In the next month or so, film festivals in Montreal, Venice and Toronto will debut hundreds of new films. Some will be world premieres; others will be the first screenings outside the country of origin; and still others will be a picture's North American or European premiere.
Many of these films will arrive with hefty promotional budgets either supplied by the producers or some cultural or industrial incentive or both.
The irony of sorts is that the majority of movies with a lot of money to spend on a splashy debut and wining and dining the press already have distribution in place.
In fact, films that have all their ducks in a row are unlikely to be playing the upcoming trio of events or Cannes or Berlin unless they were assured the considerable time, effort and money involved in such an undertaking had a potential and demonstrable upside.
Festival fantasy versus reality
The romantic notion of the film festival is one of a celebration of cinema, in which the heart of a little movie gem beats somewhere in the dark recess of the programming.
It's not dissimilar to the Busby Berkeley dictum, "You're going out a youngster, but you've got to come back a star," that's barked at the ingenue when the headliner breaks her leg on opening night.
It's not as easy as you may imagine to come up with examples of films that have genuinely been discovered at one of the high-profile festivals in the past two decades (there are secondary events specialising in new directors that do this better). But it does happen, despite an infrastructure that militates against such non-orchestrated surprises.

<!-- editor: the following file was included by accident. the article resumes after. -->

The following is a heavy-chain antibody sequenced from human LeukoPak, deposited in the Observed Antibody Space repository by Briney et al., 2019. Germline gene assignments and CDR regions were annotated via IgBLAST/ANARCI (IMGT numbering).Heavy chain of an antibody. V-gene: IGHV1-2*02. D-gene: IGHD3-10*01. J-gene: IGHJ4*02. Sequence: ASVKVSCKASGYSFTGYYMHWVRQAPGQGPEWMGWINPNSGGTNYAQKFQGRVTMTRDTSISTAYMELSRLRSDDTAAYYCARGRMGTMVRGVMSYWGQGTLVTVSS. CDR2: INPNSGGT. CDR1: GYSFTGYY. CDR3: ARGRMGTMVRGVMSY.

One has to appreciate both the considerable cost of film production on the one hand and the hefty budgets to put on an event like Cannes or Toronto on the other. The spotlight is blinding, the risks enormous and the need to stir up excitement vital to the very existence of both factions. It would be foolhardy to trust to providence that the films would speak for themselves.
The industry certainly understands the quandary that confronts festivals and goes to great lengths to ensure the creator and stars of a movie are present for their Kodak moment.
They will happily time the announcement of an acquisition with a premiere, or even better, wait to spring a deal that required weeks of negotiations to coincide with the thunderous applause, as if both were the result of happenstance.
This is after all an industry steeped in mythology and as another movie classic put it so well, it's better to "print the legend".
Without doing strict accounting, one has to understand that a successful festival launch is a sound financial investment. The cost of flying in talent and putting on a party is easily offset by the value of a few seconds of premiere footage or a front-page photo in the major media outlets. Being at an event attended by a healthy delegation of international press is a lot tidier than getting on the company jet and making a series of pit stops to get the word out.
As to that murmur of the heart, it will be found by the few, the diligent. But even these happy accidents have a predictable quality.
They occur by consensus and in recent years the most earnest cinematic miners can be found, nose buried in the festival catalogue in search of the next little nugget from South Korea or Romania.
One has to wonder what the government functionary in Mussolini's Italy had on his mind when he concocted the first cinema showcase and competition. And, what the government was thinking when it gave the thumbs up to proceed.
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